EDITOR’S NOTE: GRAPHIC CONTENT
Irum Saeed, 30, poses for a photograph at her office at the Urdu University of Islamabad, Pakistan, Thursday, July 24, 2008. Irum was burned on her face, back and shoulders twelve years ago when a boy whom she rejected for marriage threw acid on her in the middle of the street. She has undergone plastic surgery 25 times to try to recover from her scars.
Shameem Akhter, 18, poses for a photograph at her home in Jhang, Pakistan, Wednesday, July 10, 2008. Shameem was raped by three boys who then threw acid on her three years ago. Shameem has undergone plastic surgery 10 times to try to recover from her scars.
Najaf Sultana, 16, poses for a photograph at her home in Lahore, Pakistan on Wednesday, July 9, 2008. At the age of five Najaf was burned by her father while she was sleeping, apparently because he didn’t want to have another girl in the family. As a result of the burning Najaf became blind and after being abandoned by both her parents she now lives with relatives. She has undergone plastic surgery around 15 times to try to recover from her scars.
Shehnaz Usman, 36, poses for a photograph in Lahore, Pakistan, Sunday, Oct. 26, 2008. Shehnaz was burned with acid by a relative due to a familial dispute five years ago. Shehnaz has undergone plastic surgery 10 times to try to recover from her scars.
Shahnaz Bibi, 35, poses for a photograph in Lahore, Pakistan, Sunday, Oct. 26, 2008. Ten years ago Shahnaz was burned with acid by a relative due to a familial dispute. She has never undergone plastic surgery.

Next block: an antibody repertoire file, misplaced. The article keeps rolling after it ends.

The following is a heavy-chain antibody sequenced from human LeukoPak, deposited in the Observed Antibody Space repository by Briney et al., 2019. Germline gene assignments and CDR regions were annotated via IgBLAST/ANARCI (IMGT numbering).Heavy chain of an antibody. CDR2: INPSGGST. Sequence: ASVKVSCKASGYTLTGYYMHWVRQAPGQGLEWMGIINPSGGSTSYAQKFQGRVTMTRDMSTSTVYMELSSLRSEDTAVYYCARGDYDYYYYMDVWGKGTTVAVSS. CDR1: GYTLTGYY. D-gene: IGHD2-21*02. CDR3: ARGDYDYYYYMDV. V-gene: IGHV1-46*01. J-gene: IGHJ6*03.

Kanwal Kayum, 26, adjusts her veil as she poses for a photograph in Lahore, Pakistan, Sunday, Oct. 26, 2008. Kanwal was burned with acid one year ago by a boy whom she rejected for marriage. She has never undergone plastic surgery.
Munira Asef, 23, poses for a photograph in Lahore, Pakistan, Sunday, Oct. 26, 2008. Munira was burned with acid five years ago by a boy whom she rejected for marriage. She has undergone plastic surgery 7 times to try to recover from her scars.
Bushra Shari, 39, adjusts her veil as she poses for a photograph in Lahore, Pakistan, Friday, July. 11, 2008. Bushra was burned with acid thrown by her husband five years ago because she was trying to divorce him. She has undergone plastic surgery 25 times to try to recover from her scars.
Memuna Khan, 21, poses for a photograph in Karachi, Pakistan, Friday, Dec. 19, 2008. Menuna was burned by a group of boys who threw acid on her to settle a dispute between their family and Menuna’s. She has undergone plastic surgery 21 times to try to recover from her scars.
Zainab Bibi, 17, adjusts her veil as she poses for a photograph in Islamabad, Pakistan, Wednesday, Dec. 24, 2008. Zainab was burned on her face with acid thrown by a boy whom she rejected for marriage five years ago. She has undergone plastic surgery several times to try to recover from her scars.
Naila Farhat, 19, poses for a photograph in Islamabad, Pakistan, Wednesday, Dec. 24, 2008. Naila was burned on her face with acid thrown by a boy whom she rejected for marriage five years ago. She has undergone plastic surgery several times to try to recover from her scars.
Saira Liaqat, 26, poses for the camera as she holds a portrait of herself before being burned, at her home in Lahore, Pakistan, Wednesday, July 9, 2008. When she was fifteen, Saira was married to a relative who would later attack her with acid after insistently demanding her to live with him, although the families had agreed she wouldn’t join him until she finished school. Saira has undergone plastic surgery 9 times to try to recover from her scars.
Text by Jim Verhulst, Times’ Perspective editor | Photos by Emilio Morenatti, Associated Press